KATHMANDU, Nepal (AP) — A shortage of medicine, fuel and other supplies has put millions of Nepalese children in danger of illness, malnourishment and even death, child rights groups warned.
Yet the supply crisis — hitting some of the Himalayan country's most vulnerable — shows no signs of easing after more than two months of negotiations between the government and ethnic protesters who are blockading the southern border to demand constitutional change.
With thousands of cargo trucks stalled at the Indian border, Nepalese gas stations say they've received only 15 percent of regular fuel supplies. Doctors say stockpiles of lifesaving drugs including antibiotics and medical supplies like saline solution are at critical lows.
"The risk to children with chronic diseases is really high," said Sumnima Tuladhar of the Kathmandu-based child rights group CWIN Nepal. With fuel shortages crippling the country's vehicles, some parents have been unable to reach hospitals for treatment.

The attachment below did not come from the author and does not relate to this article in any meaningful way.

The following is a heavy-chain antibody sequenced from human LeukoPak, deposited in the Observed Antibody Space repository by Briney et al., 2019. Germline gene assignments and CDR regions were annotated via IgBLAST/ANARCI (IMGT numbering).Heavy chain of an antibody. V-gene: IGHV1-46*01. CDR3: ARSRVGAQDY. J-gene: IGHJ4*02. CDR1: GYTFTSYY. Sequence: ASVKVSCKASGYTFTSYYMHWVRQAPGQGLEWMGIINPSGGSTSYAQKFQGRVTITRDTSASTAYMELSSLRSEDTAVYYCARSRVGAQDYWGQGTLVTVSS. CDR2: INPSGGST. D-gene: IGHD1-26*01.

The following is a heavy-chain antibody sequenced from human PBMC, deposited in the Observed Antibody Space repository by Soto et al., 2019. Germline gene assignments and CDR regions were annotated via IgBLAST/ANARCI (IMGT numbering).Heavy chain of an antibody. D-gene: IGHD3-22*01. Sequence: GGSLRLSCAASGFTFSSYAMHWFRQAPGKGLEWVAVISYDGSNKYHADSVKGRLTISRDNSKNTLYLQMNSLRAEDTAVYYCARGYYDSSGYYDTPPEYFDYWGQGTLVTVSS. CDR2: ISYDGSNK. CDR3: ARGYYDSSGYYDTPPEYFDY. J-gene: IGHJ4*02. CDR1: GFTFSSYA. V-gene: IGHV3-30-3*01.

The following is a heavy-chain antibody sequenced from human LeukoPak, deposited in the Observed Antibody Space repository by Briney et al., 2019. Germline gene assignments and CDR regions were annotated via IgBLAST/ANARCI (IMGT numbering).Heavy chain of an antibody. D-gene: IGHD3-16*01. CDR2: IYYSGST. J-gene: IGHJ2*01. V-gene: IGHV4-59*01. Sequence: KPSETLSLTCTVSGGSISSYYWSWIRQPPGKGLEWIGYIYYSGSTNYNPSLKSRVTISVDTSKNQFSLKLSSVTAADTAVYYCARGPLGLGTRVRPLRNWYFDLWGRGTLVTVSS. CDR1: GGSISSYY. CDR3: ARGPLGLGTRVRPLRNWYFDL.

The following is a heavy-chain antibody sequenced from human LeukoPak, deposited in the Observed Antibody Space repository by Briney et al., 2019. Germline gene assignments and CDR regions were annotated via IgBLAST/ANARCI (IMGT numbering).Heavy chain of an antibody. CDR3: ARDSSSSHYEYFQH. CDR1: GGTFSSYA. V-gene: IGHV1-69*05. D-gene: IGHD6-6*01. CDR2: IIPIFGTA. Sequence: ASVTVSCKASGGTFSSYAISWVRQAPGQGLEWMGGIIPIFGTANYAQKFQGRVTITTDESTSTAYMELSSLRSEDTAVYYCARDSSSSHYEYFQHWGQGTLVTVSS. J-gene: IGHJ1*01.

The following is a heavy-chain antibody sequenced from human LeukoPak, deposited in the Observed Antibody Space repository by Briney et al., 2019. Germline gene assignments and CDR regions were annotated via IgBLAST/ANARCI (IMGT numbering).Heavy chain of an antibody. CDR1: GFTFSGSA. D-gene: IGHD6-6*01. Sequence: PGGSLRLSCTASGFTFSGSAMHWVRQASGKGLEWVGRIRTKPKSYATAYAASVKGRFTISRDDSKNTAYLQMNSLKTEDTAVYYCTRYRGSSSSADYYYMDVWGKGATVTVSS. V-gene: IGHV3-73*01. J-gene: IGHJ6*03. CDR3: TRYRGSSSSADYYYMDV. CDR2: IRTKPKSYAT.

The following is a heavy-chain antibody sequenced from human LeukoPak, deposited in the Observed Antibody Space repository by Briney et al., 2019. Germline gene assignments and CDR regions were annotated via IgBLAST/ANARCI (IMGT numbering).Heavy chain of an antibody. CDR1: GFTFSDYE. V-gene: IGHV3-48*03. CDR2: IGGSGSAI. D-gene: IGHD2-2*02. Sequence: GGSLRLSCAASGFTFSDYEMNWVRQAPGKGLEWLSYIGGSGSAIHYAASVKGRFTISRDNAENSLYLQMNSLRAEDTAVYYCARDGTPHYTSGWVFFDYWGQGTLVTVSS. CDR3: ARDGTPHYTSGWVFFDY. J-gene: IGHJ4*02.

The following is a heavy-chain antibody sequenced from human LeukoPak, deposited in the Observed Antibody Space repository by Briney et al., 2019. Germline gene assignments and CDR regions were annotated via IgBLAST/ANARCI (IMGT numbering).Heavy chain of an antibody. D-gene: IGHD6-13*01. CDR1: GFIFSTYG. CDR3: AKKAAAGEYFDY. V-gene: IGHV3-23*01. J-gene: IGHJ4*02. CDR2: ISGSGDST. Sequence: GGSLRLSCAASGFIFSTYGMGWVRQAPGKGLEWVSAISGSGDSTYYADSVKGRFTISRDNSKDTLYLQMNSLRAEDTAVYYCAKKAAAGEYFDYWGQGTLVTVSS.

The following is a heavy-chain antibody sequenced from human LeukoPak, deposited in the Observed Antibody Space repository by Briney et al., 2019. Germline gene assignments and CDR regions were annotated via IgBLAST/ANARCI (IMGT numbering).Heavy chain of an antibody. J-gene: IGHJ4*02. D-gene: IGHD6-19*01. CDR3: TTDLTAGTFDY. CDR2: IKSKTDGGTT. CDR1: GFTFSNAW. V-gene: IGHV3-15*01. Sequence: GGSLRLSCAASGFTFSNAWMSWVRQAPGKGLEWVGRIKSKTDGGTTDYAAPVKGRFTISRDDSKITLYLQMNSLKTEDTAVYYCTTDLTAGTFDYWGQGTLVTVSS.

Children in hard-to-reach rural areas are a particular worry, especially those still living in temporary shelters after a set of devastating earthquakes in April and May destroyed tens of thousands of homes in the Himalayan country.
With schools closed due to the fuel shortage, some children are even seeking work to help their families get by, Tuladhar said.
"Children are not getting enough cooked food, and the risk of malnutrition among children is also high," she said.
The United Nations' children agency warned Monday that, as the harsh winter approaches, more than 3 million Nepalese children under the age of 5 are at risk of death or disease.
It also said a rising dependence on firewood, in place of cooking gas, was increasing indoor air pollution and raising the risk of lung diseases like pneumonia. Last year, more than 800,000 Nepalese children under 5 suffered from pneumonia in Nepal, and 5,000 died, it said.